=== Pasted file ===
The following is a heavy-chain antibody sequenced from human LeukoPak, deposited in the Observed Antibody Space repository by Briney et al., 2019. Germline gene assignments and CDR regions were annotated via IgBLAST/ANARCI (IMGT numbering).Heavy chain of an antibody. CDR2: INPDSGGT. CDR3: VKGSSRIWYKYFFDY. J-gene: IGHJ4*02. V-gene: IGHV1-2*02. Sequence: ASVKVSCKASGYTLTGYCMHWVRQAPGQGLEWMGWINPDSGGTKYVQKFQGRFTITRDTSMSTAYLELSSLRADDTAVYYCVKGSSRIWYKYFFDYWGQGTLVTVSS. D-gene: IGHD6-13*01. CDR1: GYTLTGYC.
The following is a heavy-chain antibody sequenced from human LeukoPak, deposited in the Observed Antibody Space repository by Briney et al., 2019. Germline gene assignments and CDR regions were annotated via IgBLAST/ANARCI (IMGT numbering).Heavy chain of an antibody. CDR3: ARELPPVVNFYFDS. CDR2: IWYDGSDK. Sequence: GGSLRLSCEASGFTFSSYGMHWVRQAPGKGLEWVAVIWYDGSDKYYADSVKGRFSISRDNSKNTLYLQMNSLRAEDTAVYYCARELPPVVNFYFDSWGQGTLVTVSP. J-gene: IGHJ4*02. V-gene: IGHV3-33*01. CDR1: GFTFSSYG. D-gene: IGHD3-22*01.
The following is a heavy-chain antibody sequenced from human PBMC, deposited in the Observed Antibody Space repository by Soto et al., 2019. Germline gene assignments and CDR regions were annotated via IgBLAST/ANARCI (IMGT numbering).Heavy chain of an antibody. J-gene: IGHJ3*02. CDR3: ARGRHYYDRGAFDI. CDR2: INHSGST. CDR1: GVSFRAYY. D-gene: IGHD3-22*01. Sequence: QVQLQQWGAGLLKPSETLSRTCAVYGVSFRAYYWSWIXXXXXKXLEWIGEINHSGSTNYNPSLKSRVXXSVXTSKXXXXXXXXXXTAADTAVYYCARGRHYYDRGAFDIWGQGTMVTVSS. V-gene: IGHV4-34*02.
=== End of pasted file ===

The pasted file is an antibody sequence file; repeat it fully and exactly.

The following is a heavy-chain antibody sequenced from human LeukoPak, deposited in the Observed Antibody Space repository by Briney et al., 2019. Germline gene assignments and CDR regions were annotated via IgBLAST/ANARCI (IMGT numbering).Heavy chain of an antibody. CDR2: INPDSGGT. CDR3: VKGSSRIWYKYFFDY. J-gene: IGHJ4*02. V-gene: IGHV1-2*02. Sequence: ASVKVSCKASGYTLTGYCMHWVRQAPGQGLEWMGWINPDSGGTKYVQKFQGRFTITRDTSMSTAYLELSSLRADDTAVYYCVKGSSRIWYKYFFDYWGQGTLVTVSS. D-gene: IGHD6-13*01. CDR1: GYTLTGYC.
The following is a heavy-chain antibody sequenced from human LeukoPak, deposited in the Observed Antibody Space repository by Briney et al., 2019. Germline gene assignments and CDR regions were annotated via IgBLAST/ANARCI (IMGT numbering).Heavy chain of an antibody. CDR3: ARELPPVVNFYFDS. CDR2: IWYDGSDK. Sequence: GGSLRLSCEASGFTFSSYGMHWVRQAPGKGLEWVAVIWYDGSDKYYADSVKGRFSISRDNSKNTLYLQMNSLRAEDTAVYYCARELPPVVNFYFDSWGQGTLVTVSP. J-gene: IGHJ4*02. V-gene: IGHV3-33*01. CDR1: GFTFSSYG. D-gene: IGHD3-22*01.
The following is a heavy-chain antibody sequenced from human PBMC, deposited in the Observed Antibody Space repository by Soto et al., 2019. Germline gene assignments and CDR regions were annotated via IgBLAST/ANARCI (IMGT numbering).Heavy chain of an antibody. J-gene: IGHJ3*02. CDR3: ARGRHYYDRGAFDI. CDR2: INHSGST. CDR1: GVSFRAYY. D-gene: IGHD3-22*01. Sequence: QVQLQQWGAGLLKPSETLSRTCAVYGVSFRAYYWSWIXXXXXKXLEWIGEINHSGSTNYNPSLKSRVXXSVXTSKXXXXXXXXXXTAADTAVYYCARGRHYYDRGAFDIWGQGTMVTVSS. V-gene: IGHV4-34*02.